We toured between Venice, Florence/Tuscany/Sienna, and Rome over the next thirteen days. It was every bit as awe-inspiring as I'd hoped. Everyone keeps asking me what my favorite part was, and to be honest, I have to say the absolute sense of community -- the life lived in squares, enjoying the company of friends and family, lingering over dinners and a bottle of wine, the lack of smart-phones. It gave me a lot to think about with regards to how we live and interact with our neighbors and friends. The focus on togetherness -- without rush or to-go cups -- left me longing for more of that in my own life.
Also, I am deeply in love with Rome, especially its food. Next time, I might just do a culinary tour and forgo the museums entirely. Yes, I believe there will be a next time.
We'd been nervous about taking Quinn -- who turned four just three months ago -- to Europe for almost two weeks. Because how would he do on the plane? How many museums would we have to skip because he wouldn't have the patience for them? How much gelato would we have to bribe him with each day? These were the pressing questions we asked ourselves, never mind my energy levels or health concerns.
Tangent, sort of: I did get my doctor's permission to leave the country for two weeks. Since I'm on an every-three-week infusion schedule, it didn't interfere (much) with my treatment, and since my blood work has looked relatively okay for two years now (as long as I've been on Kadcyla), my oncologist wasn't concerned. I will say that traveling for this long made me realize I probably can't ever live in another country, or even leave here for more than a couple of weeks, tied as I am to my infusion chair and the insurance that pays for it. Small gripe in the grand scheme of things, but it's just one more way cancer limits your choices.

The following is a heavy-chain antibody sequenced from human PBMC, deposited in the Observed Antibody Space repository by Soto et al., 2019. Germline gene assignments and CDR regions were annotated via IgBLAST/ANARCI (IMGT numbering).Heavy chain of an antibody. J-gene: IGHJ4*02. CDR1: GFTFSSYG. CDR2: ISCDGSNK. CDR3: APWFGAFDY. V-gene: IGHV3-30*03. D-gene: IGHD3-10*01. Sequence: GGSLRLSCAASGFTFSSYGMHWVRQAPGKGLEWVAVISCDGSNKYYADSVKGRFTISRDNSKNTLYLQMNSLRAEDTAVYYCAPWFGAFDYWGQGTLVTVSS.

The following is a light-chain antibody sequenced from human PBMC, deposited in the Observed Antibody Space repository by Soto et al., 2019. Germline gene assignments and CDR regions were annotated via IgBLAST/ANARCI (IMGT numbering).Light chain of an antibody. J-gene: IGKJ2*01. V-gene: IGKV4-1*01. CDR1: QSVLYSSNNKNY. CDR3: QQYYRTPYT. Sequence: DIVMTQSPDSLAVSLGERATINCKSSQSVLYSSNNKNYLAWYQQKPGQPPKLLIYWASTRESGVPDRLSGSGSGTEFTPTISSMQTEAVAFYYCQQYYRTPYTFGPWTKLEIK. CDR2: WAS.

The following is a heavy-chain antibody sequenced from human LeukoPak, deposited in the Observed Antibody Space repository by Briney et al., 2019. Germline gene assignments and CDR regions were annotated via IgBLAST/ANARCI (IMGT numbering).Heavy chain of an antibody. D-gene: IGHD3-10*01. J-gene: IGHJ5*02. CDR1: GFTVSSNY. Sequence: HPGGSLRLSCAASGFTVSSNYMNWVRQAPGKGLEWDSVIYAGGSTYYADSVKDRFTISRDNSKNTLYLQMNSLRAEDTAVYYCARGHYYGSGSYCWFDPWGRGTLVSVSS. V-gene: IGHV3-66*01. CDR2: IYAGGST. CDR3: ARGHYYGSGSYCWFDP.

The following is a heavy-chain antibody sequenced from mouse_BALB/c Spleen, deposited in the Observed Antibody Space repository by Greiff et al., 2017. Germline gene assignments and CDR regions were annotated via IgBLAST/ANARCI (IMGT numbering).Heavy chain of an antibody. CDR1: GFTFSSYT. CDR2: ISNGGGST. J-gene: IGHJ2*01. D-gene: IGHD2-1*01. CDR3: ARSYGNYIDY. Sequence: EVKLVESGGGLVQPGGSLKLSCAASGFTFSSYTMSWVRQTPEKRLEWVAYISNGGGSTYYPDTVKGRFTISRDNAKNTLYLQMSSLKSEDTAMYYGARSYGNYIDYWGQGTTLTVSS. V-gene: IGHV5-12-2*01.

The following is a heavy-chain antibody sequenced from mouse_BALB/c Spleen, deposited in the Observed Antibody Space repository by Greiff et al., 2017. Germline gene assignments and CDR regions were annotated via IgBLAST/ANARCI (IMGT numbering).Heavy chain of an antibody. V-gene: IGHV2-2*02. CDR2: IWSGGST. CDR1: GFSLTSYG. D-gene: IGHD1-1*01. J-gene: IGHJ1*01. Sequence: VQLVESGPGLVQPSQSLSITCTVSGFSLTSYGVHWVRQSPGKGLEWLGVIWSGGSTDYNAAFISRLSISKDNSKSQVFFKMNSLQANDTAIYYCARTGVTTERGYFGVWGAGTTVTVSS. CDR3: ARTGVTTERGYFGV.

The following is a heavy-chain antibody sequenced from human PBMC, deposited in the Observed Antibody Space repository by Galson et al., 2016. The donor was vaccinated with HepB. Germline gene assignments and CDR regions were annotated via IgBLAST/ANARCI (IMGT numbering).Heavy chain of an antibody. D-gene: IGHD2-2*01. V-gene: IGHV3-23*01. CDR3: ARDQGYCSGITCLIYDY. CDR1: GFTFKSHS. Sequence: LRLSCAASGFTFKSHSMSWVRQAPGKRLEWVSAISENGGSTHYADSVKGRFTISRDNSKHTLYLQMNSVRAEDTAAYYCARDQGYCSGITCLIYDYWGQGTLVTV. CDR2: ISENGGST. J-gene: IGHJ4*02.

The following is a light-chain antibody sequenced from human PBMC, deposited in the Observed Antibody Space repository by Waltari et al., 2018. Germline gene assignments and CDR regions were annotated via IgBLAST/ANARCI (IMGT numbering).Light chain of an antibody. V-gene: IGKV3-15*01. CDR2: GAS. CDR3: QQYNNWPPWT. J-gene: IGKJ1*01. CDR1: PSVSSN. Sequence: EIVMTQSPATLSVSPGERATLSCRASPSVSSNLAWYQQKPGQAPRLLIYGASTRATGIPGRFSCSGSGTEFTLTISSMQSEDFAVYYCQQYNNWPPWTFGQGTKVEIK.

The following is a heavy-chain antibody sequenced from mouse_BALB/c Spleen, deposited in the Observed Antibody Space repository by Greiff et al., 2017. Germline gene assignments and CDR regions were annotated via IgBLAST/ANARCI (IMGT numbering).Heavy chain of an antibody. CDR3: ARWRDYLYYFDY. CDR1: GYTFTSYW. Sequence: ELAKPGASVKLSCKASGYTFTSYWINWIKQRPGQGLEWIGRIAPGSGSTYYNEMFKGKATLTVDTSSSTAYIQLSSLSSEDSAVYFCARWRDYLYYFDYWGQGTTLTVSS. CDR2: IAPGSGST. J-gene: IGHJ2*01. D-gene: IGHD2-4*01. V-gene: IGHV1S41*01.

But I can't complain, not right now. We just got back from Italy, after all. And as for our concerns about Quinn?
We clearly forgot who we were dealing with.
Here's how to tour Italy with a four-year-old. Step one: make sure he's not on a nap schedule (ding ding ding!) We had that one down like two years ago.
Step two: Show him incredible views.
And put him up to the task of spotting all the lions in Venice. He will want to count them. In every language he can think of. "Mom, how do you say three in French? How do you say five-hundred in Italian?" "I'm not sure, honey," I had to say more than once. Or: "Let's ask Google."
Step three: Carry him in a backpack if necessary (walking six to seven miles a day is exhausting, after all, even for the energizer bunny himself).
Find more lions.
Let him go at his own pace once in awhile.
Show him extraordinary beauty (and make sure he knows he's part of it).
Look at the world through his eyes.
Let him slide on the bridges (so long as he promises not to fall in the water).
Let him do some of the navigating.
Try not to have a heart attack as your husband picks him up higher than the railing when you're on top of the world (or on top of Il Duomo di Firenze).
Let him find some magic.
And chase some pigeons.
And more pigeons.
Carry him some more. Hey, he's a cute forty pounds!
This might be the most useful tip (and I've lost track of my steps): give him his own camera.
If all else fails, ply him with lots of gelato.
We are settling back in to life where we aren't saying, "Ciao!" at passers-by out our windows in the evening, where we don't have prosciutto and pasta and prosecco nearly every day, where we have doctors appointments again, and scans on the horizon, and temperatures in the triple digits.
But we'll always have Italy.